Saturday, May 28, 2011

Time for more proverbs or can I say semi-pro verbs

  • Beggars can't be choosers. Besides, making good choices is probably not their forte.

  • Behind every great man is a great woman. Behind her is the guy's wife, and boy is she pissed.

  • The best defense is a good offense. And gun turrets.

  • Better to light a candle than curse the darkness. Save the cursing for when the candle spills hot wax on you.

  • A penny saved is a penny earned, but if you're counting the pennies, you're screwed.

  • Neither a borrower nor a lender be. Just take the damn thing.

  • Where there's a will, there's a way to contest it.

  • Two wrongs don't make a right, but three lefts do.

  • Good things come to those who wait tables.

  • Haste makes waste. Donuts make waist.

  • Honesty is the best policy, but the premiums are unaffordable.

  • If we were meant to fly, we'd have wings. If we were meant to be too fat to fly, we'd have wings with ranch sauce.

  • Love is blind. This explains why it feels like it keeps whacking you with its cane.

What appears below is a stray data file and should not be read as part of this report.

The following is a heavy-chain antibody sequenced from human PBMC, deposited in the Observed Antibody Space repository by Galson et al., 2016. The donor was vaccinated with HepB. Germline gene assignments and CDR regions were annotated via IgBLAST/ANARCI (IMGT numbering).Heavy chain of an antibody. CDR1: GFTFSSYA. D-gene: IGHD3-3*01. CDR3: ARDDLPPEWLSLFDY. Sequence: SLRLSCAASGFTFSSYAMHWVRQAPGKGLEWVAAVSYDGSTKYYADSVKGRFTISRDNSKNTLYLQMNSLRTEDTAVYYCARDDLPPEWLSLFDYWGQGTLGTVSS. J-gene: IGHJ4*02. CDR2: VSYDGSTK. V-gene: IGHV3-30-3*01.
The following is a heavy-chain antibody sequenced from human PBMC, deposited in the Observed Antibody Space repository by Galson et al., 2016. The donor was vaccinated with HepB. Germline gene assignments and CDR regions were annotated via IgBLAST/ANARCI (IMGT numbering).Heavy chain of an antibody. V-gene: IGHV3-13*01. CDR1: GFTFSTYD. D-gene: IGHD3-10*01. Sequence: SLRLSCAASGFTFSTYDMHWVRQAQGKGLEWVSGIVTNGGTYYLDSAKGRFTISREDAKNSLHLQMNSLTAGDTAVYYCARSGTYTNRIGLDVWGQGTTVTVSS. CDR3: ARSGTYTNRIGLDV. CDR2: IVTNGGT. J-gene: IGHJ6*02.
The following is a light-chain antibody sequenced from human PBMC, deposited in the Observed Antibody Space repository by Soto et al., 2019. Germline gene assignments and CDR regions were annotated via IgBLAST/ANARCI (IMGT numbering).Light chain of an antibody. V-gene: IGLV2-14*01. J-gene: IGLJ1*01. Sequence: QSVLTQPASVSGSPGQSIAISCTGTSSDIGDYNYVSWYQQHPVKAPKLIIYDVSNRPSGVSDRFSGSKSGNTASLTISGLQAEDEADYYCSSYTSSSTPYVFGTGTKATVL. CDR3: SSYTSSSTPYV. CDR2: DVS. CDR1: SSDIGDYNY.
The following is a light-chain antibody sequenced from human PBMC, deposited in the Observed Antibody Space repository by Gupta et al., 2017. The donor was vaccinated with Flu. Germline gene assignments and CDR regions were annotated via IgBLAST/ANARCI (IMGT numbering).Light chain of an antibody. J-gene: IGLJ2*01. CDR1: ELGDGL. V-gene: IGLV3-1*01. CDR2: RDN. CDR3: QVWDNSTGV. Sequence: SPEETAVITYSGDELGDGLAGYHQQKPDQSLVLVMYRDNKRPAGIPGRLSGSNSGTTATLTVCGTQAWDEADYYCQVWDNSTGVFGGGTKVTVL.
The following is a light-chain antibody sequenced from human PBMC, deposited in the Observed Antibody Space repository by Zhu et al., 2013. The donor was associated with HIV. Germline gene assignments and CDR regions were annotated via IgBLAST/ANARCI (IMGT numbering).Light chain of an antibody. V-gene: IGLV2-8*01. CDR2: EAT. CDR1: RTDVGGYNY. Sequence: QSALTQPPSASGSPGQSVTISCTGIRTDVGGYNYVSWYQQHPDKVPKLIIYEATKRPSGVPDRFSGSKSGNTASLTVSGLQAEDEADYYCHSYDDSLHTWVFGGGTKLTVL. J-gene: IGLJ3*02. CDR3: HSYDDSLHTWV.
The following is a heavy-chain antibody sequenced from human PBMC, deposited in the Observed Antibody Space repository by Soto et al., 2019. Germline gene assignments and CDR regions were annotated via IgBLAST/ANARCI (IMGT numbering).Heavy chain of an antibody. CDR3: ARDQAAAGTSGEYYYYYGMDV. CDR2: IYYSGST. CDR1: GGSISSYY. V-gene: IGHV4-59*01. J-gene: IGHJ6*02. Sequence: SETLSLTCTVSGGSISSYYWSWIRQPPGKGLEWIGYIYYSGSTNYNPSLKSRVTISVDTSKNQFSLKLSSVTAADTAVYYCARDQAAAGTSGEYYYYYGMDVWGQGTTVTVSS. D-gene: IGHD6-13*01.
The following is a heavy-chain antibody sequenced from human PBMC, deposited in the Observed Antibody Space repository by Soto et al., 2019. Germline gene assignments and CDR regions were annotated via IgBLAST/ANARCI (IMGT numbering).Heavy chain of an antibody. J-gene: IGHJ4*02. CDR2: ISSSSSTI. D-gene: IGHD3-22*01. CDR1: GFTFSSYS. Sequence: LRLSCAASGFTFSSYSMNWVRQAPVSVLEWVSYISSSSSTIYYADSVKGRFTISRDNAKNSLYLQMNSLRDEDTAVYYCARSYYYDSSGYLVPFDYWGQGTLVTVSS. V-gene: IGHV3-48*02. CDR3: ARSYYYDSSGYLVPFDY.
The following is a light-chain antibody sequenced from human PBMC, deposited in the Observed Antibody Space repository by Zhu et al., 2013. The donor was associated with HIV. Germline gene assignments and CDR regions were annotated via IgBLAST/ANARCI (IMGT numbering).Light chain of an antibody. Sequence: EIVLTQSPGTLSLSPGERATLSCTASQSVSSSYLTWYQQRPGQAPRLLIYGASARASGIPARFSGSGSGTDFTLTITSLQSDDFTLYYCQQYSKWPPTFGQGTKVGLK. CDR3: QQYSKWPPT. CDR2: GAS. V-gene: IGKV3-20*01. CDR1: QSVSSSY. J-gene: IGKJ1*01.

• Misery loves company. Especially this one company I used to work for.

  • Nature abhors a vacuum. So does my house.

  • Time wounds all heels.

  • Forewarned is forearmed, but oblivious is elbowed in the gut.

  • If you can't beat them, join them to a chair with duct tape. Then beat them.

  • Money is the root of all evil. So money does grow on trees; you just have to dig for it.

  • Blood is thicker than water. But give it a good scrub and the cops will never know.

  • Charity begins at home. Or so my neighbour kids told me when they begged 5 bucks off me.

  • Cleanliness is next to godliness. But it's even closer to annoyingliness.

  • The early bird catches the worm. So sleep in, unless you like worms for breakfast.

  • Discretion is the better part of valor. But it's the most critical part of cowardice.

  • Don't punch a gift horse in the mouth.

  • It takes one to know one. But it doesn't take anything to know nothing at all.

  • Laugh and the world laughs with you. Cry and the world laughs at you.

  • A person is known by the company he keeps. Especially the CEO.

  • A picture paints a thousand words. But they're really tiny and hard to read.

  • A rising tide lifts all boats. Then it smashes them on the rocks.

  • Crime doesn't pay. But the perks are awesome.

  • He who hesitates is lost. You can tell because he's looking at a map.

  • It's no use crying over spilled milk. Acid, however, is worth a complete breakdown.

  • Let sleeping dogs lie. But torture the cats for the truth.

  • Many hands make light work. But electricity makes lights work.

  • A friend in need is a friend in debt.

  • A good man is hard to fine.

  • A journey of a thousand miles begins with a single step. So don't even start or you'll be walking for friggin' ever.